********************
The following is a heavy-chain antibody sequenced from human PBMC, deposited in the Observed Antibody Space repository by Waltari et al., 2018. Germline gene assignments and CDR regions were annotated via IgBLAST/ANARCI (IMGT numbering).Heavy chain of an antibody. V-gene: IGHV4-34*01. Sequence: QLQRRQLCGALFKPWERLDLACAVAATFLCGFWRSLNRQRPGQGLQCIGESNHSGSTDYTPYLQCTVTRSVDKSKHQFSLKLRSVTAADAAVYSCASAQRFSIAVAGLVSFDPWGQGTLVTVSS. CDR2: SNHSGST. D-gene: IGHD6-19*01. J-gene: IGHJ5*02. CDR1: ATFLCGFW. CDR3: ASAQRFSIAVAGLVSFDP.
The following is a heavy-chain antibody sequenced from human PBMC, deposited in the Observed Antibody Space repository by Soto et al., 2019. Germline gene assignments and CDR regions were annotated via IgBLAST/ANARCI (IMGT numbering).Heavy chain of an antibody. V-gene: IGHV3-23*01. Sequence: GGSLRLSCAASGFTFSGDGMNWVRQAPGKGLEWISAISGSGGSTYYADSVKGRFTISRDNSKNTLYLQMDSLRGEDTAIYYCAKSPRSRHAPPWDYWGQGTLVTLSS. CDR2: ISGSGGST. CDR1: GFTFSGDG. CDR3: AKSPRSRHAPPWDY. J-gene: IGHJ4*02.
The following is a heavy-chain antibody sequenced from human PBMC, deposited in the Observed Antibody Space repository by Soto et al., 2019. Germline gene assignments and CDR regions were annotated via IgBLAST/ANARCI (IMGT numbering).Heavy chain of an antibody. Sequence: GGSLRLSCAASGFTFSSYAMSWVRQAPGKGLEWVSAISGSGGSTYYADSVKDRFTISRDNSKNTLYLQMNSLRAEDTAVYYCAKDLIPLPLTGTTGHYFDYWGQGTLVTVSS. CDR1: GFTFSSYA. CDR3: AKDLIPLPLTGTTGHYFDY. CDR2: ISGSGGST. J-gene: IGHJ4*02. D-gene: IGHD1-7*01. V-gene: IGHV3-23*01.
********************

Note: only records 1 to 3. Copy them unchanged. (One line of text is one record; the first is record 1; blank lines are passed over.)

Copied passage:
The following is a heavy-chain antibody sequenced from human PBMC, deposited in the Observed Antibody Space repository by Waltari et al., 2018. Germline gene assignments and CDR regions were annotated via IgBLAST/ANARCI (IMGT numbering).Heavy chain of an antibody. V-gene: IGHV4-34*01. Sequence: QLQRRQLCGALFKPWERLDLACAVAATFLCGFWRSLNRQRPGQGLQCIGESNHSGSTDYTPYLQCTVTRSVDKSKHQFSLKLRSVTAADAAVYSCASAQRFSIAVAGLVSFDPWGQGTLVTVSS. CDR2: SNHSGST. D-gene: IGHD6-19*01. J-gene: IGHJ5*02. CDR1: ATFLCGFW. CDR3: ASAQRFSIAVAGLVSFDP.
The following is a heavy-chain antibody sequenced from human PBMC, deposited in the Observed Antibody Space repository by Soto et al., 2019. Germline gene assignments and CDR regions were annotated via IgBLAST/ANARCI (IMGT numbering).Heavy chain of an antibody. V-gene: IGHV3-23*01. Sequence: GGSLRLSCAASGFTFSGDGMNWVRQAPGKGLEWISAISGSGGSTYYADSVKGRFTISRDNSKNTLYLQMDSLRGEDTAIYYCAKSPRSRHAPPWDYWGQGTLVTLSS. CDR2: ISGSGGST. CDR1: GFTFSGDG. CDR3: AKSPRSRHAPPWDY. J-gene: IGHJ4*02.
The following is a heavy-chain antibody sequenced from human PBMC, deposited in the Observed Antibody Space repository by Soto et al., 2019. Germline gene assignments and CDR regions were annotated via IgBLAST/ANARCI (IMGT numbering).Heavy chain of an antibody. Sequence: GGSLRLSCAASGFTFSSYAMSWVRQAPGKGLEWVSAISGSGGSTYYADSVKDRFTISRDNSKNTLYLQMNSLRAEDTAVYYCAKDLIPLPLTGTTGHYFDYWGQGTLVTVSS. CDR1: GFTFSSYA. CDR3: AKDLIPLPLTGTTGHYFDY. CDR2: ISGSGGST. J-gene: IGHJ4*02. D-gene: IGHD1-7*01. V-gene: IGHV3-23*01.